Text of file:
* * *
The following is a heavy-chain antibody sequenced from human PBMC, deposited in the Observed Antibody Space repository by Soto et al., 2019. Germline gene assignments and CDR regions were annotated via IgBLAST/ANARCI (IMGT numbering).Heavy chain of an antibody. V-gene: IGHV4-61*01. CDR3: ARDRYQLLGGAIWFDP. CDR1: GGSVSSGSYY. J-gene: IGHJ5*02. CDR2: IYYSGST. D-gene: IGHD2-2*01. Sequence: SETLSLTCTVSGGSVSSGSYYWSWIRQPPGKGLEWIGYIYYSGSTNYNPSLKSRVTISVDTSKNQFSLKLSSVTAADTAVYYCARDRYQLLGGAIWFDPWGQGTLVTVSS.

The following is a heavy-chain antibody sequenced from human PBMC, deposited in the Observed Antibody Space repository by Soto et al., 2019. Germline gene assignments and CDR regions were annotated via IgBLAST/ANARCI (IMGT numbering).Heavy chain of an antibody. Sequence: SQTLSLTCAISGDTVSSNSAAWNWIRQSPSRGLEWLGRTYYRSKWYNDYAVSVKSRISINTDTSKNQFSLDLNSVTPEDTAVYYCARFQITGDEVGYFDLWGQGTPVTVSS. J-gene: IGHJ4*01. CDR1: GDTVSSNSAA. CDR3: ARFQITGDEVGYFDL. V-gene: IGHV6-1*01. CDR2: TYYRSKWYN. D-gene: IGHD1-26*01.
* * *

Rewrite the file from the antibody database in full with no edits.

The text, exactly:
The following is a heavy-chain antibody sequenced from human PBMC, deposited in the Observed Antibody Space repository by Soto et al., 2019. Germline gene assignments and CDR regions were annotated via IgBLAST/ANARCI (IMGT numbering).Heavy chain of an antibody. V-gene: IGHV4-61*01. CDR3: ARDRYQLLGGAIWFDP. CDR1: GGSVSSGSYY. J-gene: IGHJ5*02. CDR2: IYYSGST. D-gene: IGHD2-2*01. Sequence: SETLSLTCTVSGGSVSSGSYYWSWIRQPPGKGLEWIGYIYYSGSTNYNPSLKSRVTISVDTSKNQFSLKLSSVTAADTAVYYCARDRYQLLGGAIWFDPWGQGTLVTVSS.

The following is a heavy-chain antibody sequenced from human PBMC, deposited in the Observed Antibody Space repository by Soto et al., 2019. Germline gene assignments and CDR regions were annotated via IgBLAST/ANARCI (IMGT numbering).Heavy chain of an antibody. Sequence: SQTLSLTCAISGDTVSSNSAAWNWIRQSPSRGLEWLGRTYYRSKWYNDYAVSVKSRISINTDTSKNQFSLDLNSVTPEDTAVYYCARFQITGDEVGYFDLWGQGTPVTVSS. J-gene: IGHJ4*01. CDR1: GDTVSSNSAA. CDR3: ARFQITGDEVGYFDL. V-gene: IGHV6-1*01. CDR2: TYYRSKWYN. D-gene: IGHD1-26*01.